• network with people so that I am not always recreating the wheel
  • to get rejuvenated about teaching
  • to learn neat things to take back and share with others.
  • to have fun!
  • to laugh!
This past summer, I attended #flipcon14 in Mars, Pennsylvania, and it was one of the best decision I made about teaching and my professional development.  The single best decision regarding teaching was probably choosing to flip my classes.  I met so many people, and learned so much. I left there with so much knowledge and so many cool things to take back to my classes and colleagues. 

How do I remember what I attend and learn?  I am actually very old school.  I took at composition notebook (the kind that is stringed together) and mapped out what sessions I would go to and what I would watch later via online access.  For each session, I wrote at the top the name of the session, the presenter, locations, and anything else I knew prior to attending.  While in the session I take notes, write quotes, small things that would remind me about what I heard and saw.  Each night, prior to going to bed, I would review my notes, add anything else, star the pages, etc and then review what sessions I wanted to see the next day and make changes based on what I saw that day.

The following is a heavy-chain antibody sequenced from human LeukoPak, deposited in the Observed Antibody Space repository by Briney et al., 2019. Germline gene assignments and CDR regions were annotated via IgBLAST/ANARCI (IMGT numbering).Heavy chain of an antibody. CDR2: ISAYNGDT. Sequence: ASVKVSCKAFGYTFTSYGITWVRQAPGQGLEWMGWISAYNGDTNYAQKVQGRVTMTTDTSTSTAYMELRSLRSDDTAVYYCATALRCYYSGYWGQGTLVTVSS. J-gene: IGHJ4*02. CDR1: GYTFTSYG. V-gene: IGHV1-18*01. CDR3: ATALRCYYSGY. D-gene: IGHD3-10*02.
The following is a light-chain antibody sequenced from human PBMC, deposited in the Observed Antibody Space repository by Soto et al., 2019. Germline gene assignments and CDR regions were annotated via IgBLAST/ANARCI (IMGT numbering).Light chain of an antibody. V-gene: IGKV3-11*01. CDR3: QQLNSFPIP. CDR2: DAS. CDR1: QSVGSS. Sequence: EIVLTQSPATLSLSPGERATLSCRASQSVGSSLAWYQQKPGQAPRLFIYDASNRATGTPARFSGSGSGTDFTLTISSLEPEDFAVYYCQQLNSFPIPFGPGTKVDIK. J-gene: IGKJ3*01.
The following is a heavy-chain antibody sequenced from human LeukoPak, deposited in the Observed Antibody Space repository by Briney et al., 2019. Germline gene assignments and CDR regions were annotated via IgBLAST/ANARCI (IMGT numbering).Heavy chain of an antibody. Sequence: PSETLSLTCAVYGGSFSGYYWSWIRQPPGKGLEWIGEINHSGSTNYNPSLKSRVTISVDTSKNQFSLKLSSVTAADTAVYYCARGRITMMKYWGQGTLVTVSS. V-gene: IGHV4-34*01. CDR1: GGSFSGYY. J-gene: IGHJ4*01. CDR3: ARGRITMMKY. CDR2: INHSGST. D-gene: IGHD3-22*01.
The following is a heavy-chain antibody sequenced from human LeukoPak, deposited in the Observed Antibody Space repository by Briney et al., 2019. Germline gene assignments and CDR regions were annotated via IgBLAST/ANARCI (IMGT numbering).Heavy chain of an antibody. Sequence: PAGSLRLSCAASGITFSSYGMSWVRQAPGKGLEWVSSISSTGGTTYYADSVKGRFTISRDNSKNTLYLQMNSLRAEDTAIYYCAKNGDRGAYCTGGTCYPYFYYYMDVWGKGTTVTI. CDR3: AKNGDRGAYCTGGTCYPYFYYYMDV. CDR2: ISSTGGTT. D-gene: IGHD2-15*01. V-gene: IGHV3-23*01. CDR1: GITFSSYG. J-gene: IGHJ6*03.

For instance, I saw Crystal Kirch on the first day and knew I needed to see her second session the following day.  I am so glad I did.  I learned about Kahoot, about WSQ, and about many other things I wrote about.  I use the WSQ daily with my students and it has improved my teaching and my knowledge so much.